Walls Stencils, Plaster Stencils, Painting Stencils, Plaster Molds

Huge selection of classic stencils for elegant home decor.

Alexandria wanted to give her dining rooml wall an updated, more modern look. The bright red had become a thing of the past in her mind.

She chose our Large Scabiosa Painting Stencil to doll it up a bit.

First painting the wall light gray, she then stenciled the flower randomly over the wall in two darker tones of gray.

Her black dining set really sets off that new focal wall in a beautiful, modern way.

Great job Alexandria!

Joni McDonald is a creative little thing. Full of fun and lots of ideas. It even comes across in her emails to me.

Discovering plaster stencils has added to her creative side by giving her yet one more medium with which to create.

She pondered, she plotted and planned, she calculated and experimented, and she finally came up with just the right solution for her new need to embellish. She used a plaster stencil on her metal mailbox! Now what a novel idea and Joni is just the gal to come up with it.

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Giving it a pretty patina paint finish, she then added the plaster stencil and painted it copper gold. Lovely isn’t it? Now, just imagine the oohs and aaahs coming from her mailman (or lady) the next time they deliver the mail. Joni delivers them some “beauty and originality!”. Joni graciously let me share this adorable project with you and for that, we all thank her! (Bowing to your greatness Joni!)

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Amber LeClair has a way with making a tired old piece of furniture take on a whole new life.
First painting the piece and cleaning up the hardware, she then added our Raised Plaster Fransaise Stencil combined with our Raised Plaster Oxford Panel Stencil to give the piece dramatic design.
Portions of designs can be used (as she did here) when a full design won’t fit a particular area.

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Melinda re-did her dining room in a gray palet which is very modern and updated. But those lower panels needed something extra special.
She used our Raised Plaster Flores Panel Stencil with metallic silver paint over the darker gray paint color. Not only did it add a wonderful pattern to the panels, the metallic paint gave it an extra dose of glam!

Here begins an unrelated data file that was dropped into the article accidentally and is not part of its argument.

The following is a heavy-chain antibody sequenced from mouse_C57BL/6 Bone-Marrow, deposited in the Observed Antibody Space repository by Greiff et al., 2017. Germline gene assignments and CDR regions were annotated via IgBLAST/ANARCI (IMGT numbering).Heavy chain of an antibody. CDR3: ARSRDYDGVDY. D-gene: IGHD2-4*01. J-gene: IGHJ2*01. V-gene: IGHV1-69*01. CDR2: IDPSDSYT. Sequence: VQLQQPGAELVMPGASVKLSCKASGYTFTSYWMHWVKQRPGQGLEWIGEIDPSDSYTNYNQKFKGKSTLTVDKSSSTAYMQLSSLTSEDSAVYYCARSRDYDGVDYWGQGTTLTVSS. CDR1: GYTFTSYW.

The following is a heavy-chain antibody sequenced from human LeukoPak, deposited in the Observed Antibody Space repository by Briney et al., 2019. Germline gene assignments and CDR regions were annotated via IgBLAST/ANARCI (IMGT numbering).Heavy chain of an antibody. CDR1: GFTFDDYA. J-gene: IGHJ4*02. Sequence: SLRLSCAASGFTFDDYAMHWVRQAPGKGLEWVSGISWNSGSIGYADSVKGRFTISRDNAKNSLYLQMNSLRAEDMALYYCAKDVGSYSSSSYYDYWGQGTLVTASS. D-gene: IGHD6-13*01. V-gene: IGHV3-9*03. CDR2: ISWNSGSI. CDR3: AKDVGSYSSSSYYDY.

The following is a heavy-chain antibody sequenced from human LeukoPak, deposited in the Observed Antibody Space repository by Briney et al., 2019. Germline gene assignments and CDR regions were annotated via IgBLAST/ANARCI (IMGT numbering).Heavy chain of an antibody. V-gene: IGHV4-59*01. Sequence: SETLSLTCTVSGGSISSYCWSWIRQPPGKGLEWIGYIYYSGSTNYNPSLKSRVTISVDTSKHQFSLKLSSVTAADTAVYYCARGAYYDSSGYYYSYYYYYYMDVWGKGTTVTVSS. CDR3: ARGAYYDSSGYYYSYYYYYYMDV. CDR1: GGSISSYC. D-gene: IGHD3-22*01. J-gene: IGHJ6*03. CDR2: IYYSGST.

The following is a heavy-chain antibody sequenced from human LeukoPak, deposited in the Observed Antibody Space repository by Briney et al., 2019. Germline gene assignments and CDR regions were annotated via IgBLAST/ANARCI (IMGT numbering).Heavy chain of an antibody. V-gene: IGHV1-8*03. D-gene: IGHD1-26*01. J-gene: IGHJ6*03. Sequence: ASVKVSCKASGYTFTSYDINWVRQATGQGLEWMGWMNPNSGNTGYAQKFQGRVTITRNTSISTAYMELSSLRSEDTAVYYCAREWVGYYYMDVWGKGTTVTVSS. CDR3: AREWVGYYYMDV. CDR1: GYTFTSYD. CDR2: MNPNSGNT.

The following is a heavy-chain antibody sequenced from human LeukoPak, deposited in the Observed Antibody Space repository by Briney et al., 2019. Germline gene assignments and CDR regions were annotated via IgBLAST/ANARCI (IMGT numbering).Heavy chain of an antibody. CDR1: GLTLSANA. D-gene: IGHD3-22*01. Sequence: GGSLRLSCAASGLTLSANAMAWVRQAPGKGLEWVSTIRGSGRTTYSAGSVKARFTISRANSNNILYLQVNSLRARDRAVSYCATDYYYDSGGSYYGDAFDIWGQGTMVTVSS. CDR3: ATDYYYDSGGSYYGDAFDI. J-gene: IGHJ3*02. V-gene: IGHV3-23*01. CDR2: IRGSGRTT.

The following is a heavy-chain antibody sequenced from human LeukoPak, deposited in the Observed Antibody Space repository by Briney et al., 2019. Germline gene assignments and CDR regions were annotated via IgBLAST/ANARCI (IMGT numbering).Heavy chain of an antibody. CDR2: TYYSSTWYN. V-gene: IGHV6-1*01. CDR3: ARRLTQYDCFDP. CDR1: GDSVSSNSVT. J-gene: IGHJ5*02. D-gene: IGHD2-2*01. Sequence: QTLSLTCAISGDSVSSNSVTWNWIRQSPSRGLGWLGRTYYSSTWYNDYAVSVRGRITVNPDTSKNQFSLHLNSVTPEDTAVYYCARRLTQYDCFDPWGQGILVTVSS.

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Here’s what she said about the project:

“Your stencil is amazing and my project turned out GORGEOUS. I had planned to do a dimensional border, silver on cream walls above plain gray panels. But realized that the stencil is exactly the right size for the panels themselves. So instead I did silver paint on gray chalk paint. The result is incredible. Thanks so much”

Remember that all of our Raised Plaster Stencils can also be used with paint for any project you have in mind.

suitcase_beforeWe either have them now or we’ve had them in the past: That black, non-descript black suitcase!

I’ve stood such a long time at the conveyor, waiting to recognize my own black suitcase (that looked like every other black suitcase!).

But NO MORE I say!

I stenciled it!

To stencil your suitcase, Add a piece of cardboard in to the front pocket to stabilize the canvas.

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Now, you can simply choose your favorite stencil design and stencil it with standard bottled acrylic craft paints.

I used green acrylic paint that matched the handle and logo on my suitcase.

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I used our Miss Lynn Stencil to add a pretty design to the upper and lower corners of the suitcase.

Now if that isn’t recognizable, I don’t know what it! It’s also stylish and cute!

This would be a great design for canvas bags, purses and even clothing!

 

 

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It started out as a dump site find. Solid wood, round, with a single broken leg. Now, how could I resist? I hauled it home and surveyed the damage.

A little wood glue and clamps over night fixed the broken leg and I was ready to get started!

I gave it a good sanding with my electric palm sander and primed it top to bottom.

I then added raised plaster stenciling with wood putty to the sides of the top.

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Once dry, I painted the entire table jet black and hand painted the raised designs with metallic gold craft paint.

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Using our Raised Plaster Astana Medallion stencil with standard acrylic paints. Yes, you can certainly use any of our raised plaster stencils with just paint.

I centered the stencil on the round top and gave it a gorgeous design.

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The table legs and trim also go a lick of gold metallic paint to finalize a beautiful make over of this table.